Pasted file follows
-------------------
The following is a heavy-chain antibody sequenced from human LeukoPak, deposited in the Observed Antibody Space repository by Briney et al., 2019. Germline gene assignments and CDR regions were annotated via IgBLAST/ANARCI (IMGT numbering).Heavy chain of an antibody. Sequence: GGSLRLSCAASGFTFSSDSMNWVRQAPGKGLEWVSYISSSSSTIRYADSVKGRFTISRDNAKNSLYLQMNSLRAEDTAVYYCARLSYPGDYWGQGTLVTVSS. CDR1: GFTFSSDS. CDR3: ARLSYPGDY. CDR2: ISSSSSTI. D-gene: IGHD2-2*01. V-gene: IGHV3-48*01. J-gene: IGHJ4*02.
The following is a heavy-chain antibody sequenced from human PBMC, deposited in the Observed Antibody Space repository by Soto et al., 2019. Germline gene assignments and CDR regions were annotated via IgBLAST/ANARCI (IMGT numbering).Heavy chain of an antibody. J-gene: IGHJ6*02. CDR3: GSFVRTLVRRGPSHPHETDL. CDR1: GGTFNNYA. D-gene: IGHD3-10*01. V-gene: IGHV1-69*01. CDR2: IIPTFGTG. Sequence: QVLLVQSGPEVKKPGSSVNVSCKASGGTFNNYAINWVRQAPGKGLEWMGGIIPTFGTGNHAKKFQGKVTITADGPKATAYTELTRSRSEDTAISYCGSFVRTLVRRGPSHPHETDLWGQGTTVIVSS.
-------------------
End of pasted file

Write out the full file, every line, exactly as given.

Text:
The following is a heavy-chain antibody sequenced from human LeukoPak, deposited in the Observed Antibody Space repository by Briney et al., 2019. Germline gene assignments and CDR regions were annotated via IgBLAST/ANARCI (IMGT numbering).Heavy chain of an antibody. Sequence: GGSLRLSCAASGFTFSSDSMNWVRQAPGKGLEWVSYISSSSSTIRYADSVKGRFTISRDNAKNSLYLQMNSLRAEDTAVYYCARLSYPGDYWGQGTLVTVSS. CDR1: GFTFSSDS. CDR3: ARLSYPGDY. CDR2: ISSSSSTI. D-gene: IGHD2-2*01. V-gene: IGHV3-48*01. J-gene: IGHJ4*02.
The following is a heavy-chain antibody sequenced from human PBMC, deposited in the Observed Antibody Space repository by Soto et al., 2019. Germline gene assignments and CDR regions were annotated via IgBLAST/ANARCI (IMGT numbering).Heavy chain of an antibody. J-gene: IGHJ6*02. CDR3: GSFVRTLVRRGPSHPHETDL. CDR1: GGTFNNYA. D-gene: IGHD3-10*01. V-gene: IGHV1-69*01. CDR2: IIPTFGTG. Sequence: QVLLVQSGPEVKKPGSSVNVSCKASGGTFNNYAINWVRQAPGKGLEWMGGIIPTFGTGNHAKKFQGKVTITADGPKATAYTELTRSRSEDTAISYCGSFVRTLVRRGPSHPHETDLWGQGTTVIVSS.